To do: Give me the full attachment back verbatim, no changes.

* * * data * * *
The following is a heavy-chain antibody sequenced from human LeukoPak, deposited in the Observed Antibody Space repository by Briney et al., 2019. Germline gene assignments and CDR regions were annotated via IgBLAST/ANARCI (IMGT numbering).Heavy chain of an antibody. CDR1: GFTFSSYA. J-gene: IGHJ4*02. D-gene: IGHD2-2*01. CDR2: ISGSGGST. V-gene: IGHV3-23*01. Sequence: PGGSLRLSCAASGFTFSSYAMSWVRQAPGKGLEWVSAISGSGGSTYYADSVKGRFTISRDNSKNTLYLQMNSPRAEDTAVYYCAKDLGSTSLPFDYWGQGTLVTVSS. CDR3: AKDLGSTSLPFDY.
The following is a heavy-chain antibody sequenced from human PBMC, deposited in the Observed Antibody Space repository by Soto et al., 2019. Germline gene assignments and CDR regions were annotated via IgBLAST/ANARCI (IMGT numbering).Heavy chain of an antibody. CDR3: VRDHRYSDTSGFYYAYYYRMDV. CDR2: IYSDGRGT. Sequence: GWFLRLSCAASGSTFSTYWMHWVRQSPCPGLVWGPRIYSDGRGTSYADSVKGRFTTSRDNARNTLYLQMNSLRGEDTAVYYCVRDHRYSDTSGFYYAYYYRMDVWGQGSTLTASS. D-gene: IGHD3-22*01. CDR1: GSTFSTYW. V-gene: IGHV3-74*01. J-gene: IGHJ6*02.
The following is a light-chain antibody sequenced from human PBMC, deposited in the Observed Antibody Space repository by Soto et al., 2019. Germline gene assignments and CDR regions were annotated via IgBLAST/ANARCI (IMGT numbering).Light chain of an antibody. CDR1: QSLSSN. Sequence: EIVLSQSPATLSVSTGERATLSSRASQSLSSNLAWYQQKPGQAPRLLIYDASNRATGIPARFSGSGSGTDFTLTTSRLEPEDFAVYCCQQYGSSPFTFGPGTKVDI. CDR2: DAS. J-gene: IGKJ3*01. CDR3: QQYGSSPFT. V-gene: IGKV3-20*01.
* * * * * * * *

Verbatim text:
The following is a heavy-chain antibody sequenced from human LeukoPak, deposited in the Observed Antibody Space repository by Briney et al., 2019. Germline gene assignments and CDR regions were annotated via IgBLAST/ANARCI (IMGT numbering).Heavy chain of an antibody. CDR1: GFTFSSYA. J-gene: IGHJ4*02. D-gene: IGHD2-2*01. CDR2: ISGSGGST. V-gene: IGHV3-23*01. Sequence: PGGSLRLSCAASGFTFSSYAMSWVRQAPGKGLEWVSAISGSGGSTYYADSVKGRFTISRDNSKNTLYLQMNSPRAEDTAVYYCAKDLGSTSLPFDYWGQGTLVTVSS. CDR3: AKDLGSTSLPFDY.
The following is a heavy-chain antibody sequenced from human PBMC, deposited in the Observed Antibody Space repository by Soto et al., 2019. Germline gene assignments and CDR regions were annotated via IgBLAST/ANARCI (IMGT numbering).Heavy chain of an antibody. CDR3: VRDHRYSDTSGFYYAYYYRMDV. CDR2: IYSDGRGT. Sequence: GWFLRLSCAASGSTFSTYWMHWVRQSPCPGLVWGPRIYSDGRGTSYADSVKGRFTTSRDNARNTLYLQMNSLRGEDTAVYYCVRDHRYSDTSGFYYAYYYRMDVWGQGSTLTASS. D-gene: IGHD3-22*01. CDR1: GSTFSTYW. V-gene: IGHV3-74*01. J-gene: IGHJ6*02.
The following is a light-chain antibody sequenced from human PBMC, deposited in the Observed Antibody Space repository by Soto et al., 2019. Germline gene assignments and CDR regions were annotated via IgBLAST/ANARCI (IMGT numbering).Light chain of an antibody. CDR1: QSLSSN. Sequence: EIVLSQSPATLSVSTGERATLSSRASQSLSSNLAWYQQKPGQAPRLLIYDASNRATGIPARFSGSGSGTDFTLTTSRLEPEDFAVYCCQQYGSSPFTFGPGTKVDI. CDR2: DAS. J-gene: IGKJ3*01. CDR3: QQYGSSPFT. V-gene: IGKV3-20*01.